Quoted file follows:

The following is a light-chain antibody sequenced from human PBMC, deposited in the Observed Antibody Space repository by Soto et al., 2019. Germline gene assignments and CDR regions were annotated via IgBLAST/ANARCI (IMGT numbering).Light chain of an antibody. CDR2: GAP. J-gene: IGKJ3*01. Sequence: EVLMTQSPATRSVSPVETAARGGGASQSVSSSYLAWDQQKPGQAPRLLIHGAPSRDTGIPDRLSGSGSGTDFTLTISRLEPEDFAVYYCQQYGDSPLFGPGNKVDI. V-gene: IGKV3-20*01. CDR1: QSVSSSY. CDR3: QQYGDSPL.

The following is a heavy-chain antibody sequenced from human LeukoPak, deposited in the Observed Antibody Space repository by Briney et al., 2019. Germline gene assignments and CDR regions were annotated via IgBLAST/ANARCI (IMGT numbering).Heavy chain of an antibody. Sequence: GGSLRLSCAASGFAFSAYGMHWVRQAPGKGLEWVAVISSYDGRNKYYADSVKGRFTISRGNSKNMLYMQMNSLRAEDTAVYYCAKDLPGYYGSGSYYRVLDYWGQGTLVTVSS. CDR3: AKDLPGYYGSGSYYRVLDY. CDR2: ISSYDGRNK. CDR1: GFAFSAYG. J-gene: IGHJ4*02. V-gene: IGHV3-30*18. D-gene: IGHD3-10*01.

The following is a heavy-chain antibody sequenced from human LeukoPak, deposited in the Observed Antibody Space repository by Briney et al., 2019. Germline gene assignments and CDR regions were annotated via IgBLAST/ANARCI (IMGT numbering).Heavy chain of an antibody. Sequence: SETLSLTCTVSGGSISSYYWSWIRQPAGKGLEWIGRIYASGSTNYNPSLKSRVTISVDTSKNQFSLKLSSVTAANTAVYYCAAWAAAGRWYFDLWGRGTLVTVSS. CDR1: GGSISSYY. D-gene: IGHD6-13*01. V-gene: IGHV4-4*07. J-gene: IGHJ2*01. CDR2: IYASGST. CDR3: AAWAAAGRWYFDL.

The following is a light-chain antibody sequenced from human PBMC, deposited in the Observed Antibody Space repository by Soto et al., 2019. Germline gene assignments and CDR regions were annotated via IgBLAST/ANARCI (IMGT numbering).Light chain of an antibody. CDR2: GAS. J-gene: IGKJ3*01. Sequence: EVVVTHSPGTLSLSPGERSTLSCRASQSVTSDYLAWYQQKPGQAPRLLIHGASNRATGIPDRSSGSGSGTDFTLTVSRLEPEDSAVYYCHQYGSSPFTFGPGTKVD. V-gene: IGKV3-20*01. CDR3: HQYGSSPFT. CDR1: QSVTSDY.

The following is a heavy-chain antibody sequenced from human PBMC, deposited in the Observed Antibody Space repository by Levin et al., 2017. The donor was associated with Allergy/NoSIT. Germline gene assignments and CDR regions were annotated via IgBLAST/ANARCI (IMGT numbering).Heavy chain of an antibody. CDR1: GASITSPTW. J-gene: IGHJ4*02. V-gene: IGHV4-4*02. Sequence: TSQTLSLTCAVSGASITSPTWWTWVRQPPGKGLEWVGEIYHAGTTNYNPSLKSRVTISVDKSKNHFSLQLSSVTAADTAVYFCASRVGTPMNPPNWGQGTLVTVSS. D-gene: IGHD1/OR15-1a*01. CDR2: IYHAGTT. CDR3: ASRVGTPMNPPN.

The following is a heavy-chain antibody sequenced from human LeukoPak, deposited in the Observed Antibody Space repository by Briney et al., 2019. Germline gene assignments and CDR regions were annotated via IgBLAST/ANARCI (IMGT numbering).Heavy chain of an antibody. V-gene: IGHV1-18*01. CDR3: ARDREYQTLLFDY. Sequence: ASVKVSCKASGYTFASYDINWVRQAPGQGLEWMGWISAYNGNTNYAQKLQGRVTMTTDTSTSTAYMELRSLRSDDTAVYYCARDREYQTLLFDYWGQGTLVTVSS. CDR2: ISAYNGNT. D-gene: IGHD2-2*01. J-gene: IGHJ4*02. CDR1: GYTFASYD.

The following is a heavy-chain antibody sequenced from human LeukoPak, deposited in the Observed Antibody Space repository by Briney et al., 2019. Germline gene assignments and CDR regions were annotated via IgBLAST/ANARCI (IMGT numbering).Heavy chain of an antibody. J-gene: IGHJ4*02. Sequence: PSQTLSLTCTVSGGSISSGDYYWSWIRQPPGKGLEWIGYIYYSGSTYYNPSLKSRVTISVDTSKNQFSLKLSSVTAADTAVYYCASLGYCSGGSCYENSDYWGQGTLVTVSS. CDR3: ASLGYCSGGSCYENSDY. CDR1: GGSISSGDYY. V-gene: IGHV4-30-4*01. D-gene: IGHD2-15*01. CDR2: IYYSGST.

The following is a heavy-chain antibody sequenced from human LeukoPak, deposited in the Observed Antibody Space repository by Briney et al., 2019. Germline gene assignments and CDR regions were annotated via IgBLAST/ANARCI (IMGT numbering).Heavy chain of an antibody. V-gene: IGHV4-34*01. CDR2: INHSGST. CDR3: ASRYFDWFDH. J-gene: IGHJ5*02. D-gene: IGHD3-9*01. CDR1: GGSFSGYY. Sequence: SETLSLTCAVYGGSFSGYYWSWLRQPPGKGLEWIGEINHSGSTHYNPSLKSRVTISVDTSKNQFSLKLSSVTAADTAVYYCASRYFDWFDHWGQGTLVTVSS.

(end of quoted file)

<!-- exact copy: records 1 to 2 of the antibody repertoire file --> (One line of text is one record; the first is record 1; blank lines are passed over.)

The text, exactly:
The following is a light-chain antibody sequenced from human PBMC, deposited in the Observed Antibody Space repository by Soto et al., 2019. Germline gene assignments and CDR regions were annotated via IgBLAST/ANARCI (IMGT numbering).Light chain of an antibody. CDR2: GAP. J-gene: IGKJ3*01. Sequence: EVLMTQSPATRSVSPVETAARGGGASQSVSSSYLAWDQQKPGQAPRLLIHGAPSRDTGIPDRLSGSGSGTDFTLTISRLEPEDFAVYYCQQYGDSPLFGPGNKVDI. V-gene: IGKV3-20*01. CDR1: QSVSSSY. CDR3: QQYGDSPL.

The following is a heavy-chain antibody sequenced from human LeukoPak, deposited in the Observed Antibody Space repository by Briney et al., 2019. Germline gene assignments and CDR regions were annotated via IgBLAST/ANARCI (IMGT numbering).Heavy chain of an antibody. Sequence: GGSLRLSCAASGFAFSAYGMHWVRQAPGKGLEWVAVISSYDGRNKYYADSVKGRFTISRGNSKNMLYMQMNSLRAEDTAVYYCAKDLPGYYGSGSYYRVLDYWGQGTLVTVSS. CDR3: AKDLPGYYGSGSYYRVLDY. CDR2: ISSYDGRNK. CDR1: GFAFSAYG. J-gene: IGHJ4*02. V-gene: IGHV3-30*18. D-gene: IGHD3-10*01.